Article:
More broadly, the consensus narrative puts the central banks at the center of its explanation for low-interest rate environment and the elevated valuations in the equity market and low volatility. We respectfully demur. While recognizing an important role for central banks, the huge pools of capital that do not find a sufficiently profitable outlet in production remain in circulation and park in financial assets. Financialization is one of the key developments in the past generation, and the source of it is not central banks per se, but surplus capital.
2. That leads us to the second key number: 3.0%. That is in reference to the US 10-year yield. Its importance, unlike the S&P 500, is more directly a function of psychology than technical factors. At the end of 2017, many expected the US 10-year yield to rise to 2.90% by the end of this year. That target has been met this month. Already, many investors recognize that the 30-year downtrend in long-term US yields has been broken, but a move above 3.0% could spur another wave of adjusting and hedging.
The 10-year TIPS yield may be used a practical measure of the real rate. The yield had risen from about 42.5 bp at the end of last year to 79.5 bp last week. That 37 bp increase explains two-thirds of the increase in the nominal 10-year yield (from 2.40% to 2.94%). The rise in real rates has been impacted by the shifting expectations of Fed policy. The implied yield of the December Fed funds futures contract, which settles at the effective average Fed funds rate for the month, has risen 16 bp this year. The December FOMC meeting concludes on the 19th, so the 16 bp increase reflects actually a greater increase in overnight rate expectation.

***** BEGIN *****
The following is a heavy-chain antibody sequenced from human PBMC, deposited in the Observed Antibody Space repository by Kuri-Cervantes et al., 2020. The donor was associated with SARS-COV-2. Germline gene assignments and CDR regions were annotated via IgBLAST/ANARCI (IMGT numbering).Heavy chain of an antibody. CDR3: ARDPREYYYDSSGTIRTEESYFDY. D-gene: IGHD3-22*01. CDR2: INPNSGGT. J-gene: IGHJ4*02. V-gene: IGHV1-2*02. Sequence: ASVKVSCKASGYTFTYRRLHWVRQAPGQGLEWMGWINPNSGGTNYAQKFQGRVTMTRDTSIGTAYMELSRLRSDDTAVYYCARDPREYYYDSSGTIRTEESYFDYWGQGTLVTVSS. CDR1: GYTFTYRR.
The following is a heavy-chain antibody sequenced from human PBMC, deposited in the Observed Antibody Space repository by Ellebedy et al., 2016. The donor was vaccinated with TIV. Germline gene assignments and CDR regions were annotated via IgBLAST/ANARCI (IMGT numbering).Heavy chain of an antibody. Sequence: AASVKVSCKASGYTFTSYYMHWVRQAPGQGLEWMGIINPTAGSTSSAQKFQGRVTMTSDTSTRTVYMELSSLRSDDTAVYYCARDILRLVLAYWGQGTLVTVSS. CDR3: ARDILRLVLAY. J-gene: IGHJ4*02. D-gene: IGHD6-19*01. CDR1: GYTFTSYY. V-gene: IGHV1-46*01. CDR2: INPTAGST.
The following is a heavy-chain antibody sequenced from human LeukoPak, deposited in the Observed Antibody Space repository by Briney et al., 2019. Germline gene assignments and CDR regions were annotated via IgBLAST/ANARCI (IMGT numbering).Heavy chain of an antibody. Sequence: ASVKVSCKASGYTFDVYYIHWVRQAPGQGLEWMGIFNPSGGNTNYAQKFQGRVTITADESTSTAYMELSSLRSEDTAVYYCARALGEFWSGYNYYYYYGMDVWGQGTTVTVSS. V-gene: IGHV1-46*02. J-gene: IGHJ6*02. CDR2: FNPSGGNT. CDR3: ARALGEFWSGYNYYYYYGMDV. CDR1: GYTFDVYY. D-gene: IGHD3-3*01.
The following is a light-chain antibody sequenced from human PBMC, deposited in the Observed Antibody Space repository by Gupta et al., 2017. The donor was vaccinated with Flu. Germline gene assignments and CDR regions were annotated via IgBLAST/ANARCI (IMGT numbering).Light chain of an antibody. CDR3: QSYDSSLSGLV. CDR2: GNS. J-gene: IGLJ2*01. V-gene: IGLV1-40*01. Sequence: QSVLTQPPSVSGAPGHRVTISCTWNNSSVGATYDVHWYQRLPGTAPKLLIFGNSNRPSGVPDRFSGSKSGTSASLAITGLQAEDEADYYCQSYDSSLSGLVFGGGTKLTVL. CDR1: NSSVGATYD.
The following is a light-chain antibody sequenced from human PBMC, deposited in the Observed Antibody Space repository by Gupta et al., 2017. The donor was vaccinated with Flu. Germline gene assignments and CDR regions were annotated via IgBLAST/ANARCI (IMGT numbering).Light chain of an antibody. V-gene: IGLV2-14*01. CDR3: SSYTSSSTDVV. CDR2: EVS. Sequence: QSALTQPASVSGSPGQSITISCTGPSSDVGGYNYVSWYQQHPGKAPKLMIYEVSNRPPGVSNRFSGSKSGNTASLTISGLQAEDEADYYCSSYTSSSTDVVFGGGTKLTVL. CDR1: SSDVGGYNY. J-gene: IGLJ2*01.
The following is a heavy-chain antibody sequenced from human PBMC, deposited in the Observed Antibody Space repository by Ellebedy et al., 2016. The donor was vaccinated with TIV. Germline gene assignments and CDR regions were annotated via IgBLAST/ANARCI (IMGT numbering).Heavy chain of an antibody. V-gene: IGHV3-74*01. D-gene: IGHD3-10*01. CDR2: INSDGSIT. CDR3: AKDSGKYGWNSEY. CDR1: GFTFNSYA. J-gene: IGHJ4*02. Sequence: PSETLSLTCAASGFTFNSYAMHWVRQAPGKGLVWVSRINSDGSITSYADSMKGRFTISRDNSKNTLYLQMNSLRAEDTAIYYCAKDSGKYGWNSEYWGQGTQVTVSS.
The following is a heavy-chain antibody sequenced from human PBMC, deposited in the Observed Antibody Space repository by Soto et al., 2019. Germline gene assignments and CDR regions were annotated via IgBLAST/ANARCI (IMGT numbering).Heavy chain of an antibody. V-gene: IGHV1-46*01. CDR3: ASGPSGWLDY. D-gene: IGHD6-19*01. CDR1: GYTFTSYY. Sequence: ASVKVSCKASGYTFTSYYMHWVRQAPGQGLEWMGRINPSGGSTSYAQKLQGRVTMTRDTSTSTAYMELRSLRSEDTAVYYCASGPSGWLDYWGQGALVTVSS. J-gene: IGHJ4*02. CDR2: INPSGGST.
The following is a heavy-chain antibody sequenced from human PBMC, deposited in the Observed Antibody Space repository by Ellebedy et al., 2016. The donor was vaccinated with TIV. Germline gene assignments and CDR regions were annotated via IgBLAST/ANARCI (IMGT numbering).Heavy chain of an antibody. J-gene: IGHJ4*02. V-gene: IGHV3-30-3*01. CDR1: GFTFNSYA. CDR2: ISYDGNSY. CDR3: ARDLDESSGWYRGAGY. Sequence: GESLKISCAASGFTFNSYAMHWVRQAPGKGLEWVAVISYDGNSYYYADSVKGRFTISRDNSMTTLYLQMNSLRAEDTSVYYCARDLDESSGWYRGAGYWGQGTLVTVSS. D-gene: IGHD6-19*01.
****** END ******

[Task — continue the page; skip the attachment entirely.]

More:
By nearly any measure, real interest rates remain very low. The average over the past 20 years is closer to 1.75% rather than the prevailing rate a little below 80 bp. This is remarkable given what appears to be an unprecedented amount of fiscal stimulus directed at an economy that is growing above trend. At the same time, the Federal Reserve has been quite transparent about its intention to buy $420 bln fewer Treasuries this year, just as the supply is increasing. Moreover, the tax changes may reduce corporate treasurers’ demand, while demographics will likely see Social Security buy fewer (non-marketable securities) as well.
Market-based measures of inflation expectations have risen, but remain modest, given the fiscal consideration and now the new tariffs (solar panels, washing machines, and soon, likely aluminum and steel) that raise prices for consumers of those items. The recent string of reports, including average hourly earnings, CPI, PPI, and import prices was above expectations.
The shift in expectations of Fed policy has not been dramatic. Several bank economists now forecast four hikes this year. There is much discussion that the updated forecasts by the Fed will see the median forecast increase from three to four hikes. What is the problem? The market has not even discounted three.
Here is a way to conceptualize the issue. The Fed funds futures settle at the average effective rate over the course of a given month. Since the December hike, the effective average has been 1.42%. Three hikes would lift the effective average to 2.17%, while a fourth hike would generate an effective average of 2.42%. The January 2019 contract may give the best read of the end of 2018 rate. It finished last week with an implied yield of 2.09%.
Our hypothesis in the equity market is that we have not entered a new investment paradigm that is a bizarro (or opposite) version of the current one. We do not believe that investors have been awoken from the Soma-like narcotic effect of central bank aggressive policy stance that blurred the distinction between monetary and fiscal policies, as the consensus narrative would have it.